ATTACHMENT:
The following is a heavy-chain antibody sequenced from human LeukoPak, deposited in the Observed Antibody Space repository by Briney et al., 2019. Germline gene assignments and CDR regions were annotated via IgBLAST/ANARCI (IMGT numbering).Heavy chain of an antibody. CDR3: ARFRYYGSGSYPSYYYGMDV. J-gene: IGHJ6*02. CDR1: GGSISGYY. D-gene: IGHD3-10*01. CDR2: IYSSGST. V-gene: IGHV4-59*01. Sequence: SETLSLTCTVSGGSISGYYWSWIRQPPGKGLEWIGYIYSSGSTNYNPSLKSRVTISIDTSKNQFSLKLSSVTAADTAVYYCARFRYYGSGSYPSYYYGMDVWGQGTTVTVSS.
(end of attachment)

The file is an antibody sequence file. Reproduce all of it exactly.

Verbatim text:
The following is a heavy-chain antibody sequenced from human LeukoPak, deposited in the Observed Antibody Space repository by Briney et al., 2019. Germline gene assignments and CDR regions were annotated via IgBLAST/ANARCI (IMGT numbering).Heavy chain of an antibody. CDR3: ARFRYYGSGSYPSYYYGMDV. J-gene: IGHJ6*02. CDR1: GGSISGYY. D-gene: IGHD3-10*01. CDR2: IYSSGST. V-gene: IGHV4-59*01. Sequence: SETLSLTCTVSGGSISGYYWSWIRQPPGKGLEWIGYIYSSGSTNYNPSLKSRVTISIDTSKNQFSLKLSSVTAADTAVYYCARFRYYGSGSYPSYYYGMDVWGQGTTVTVSS.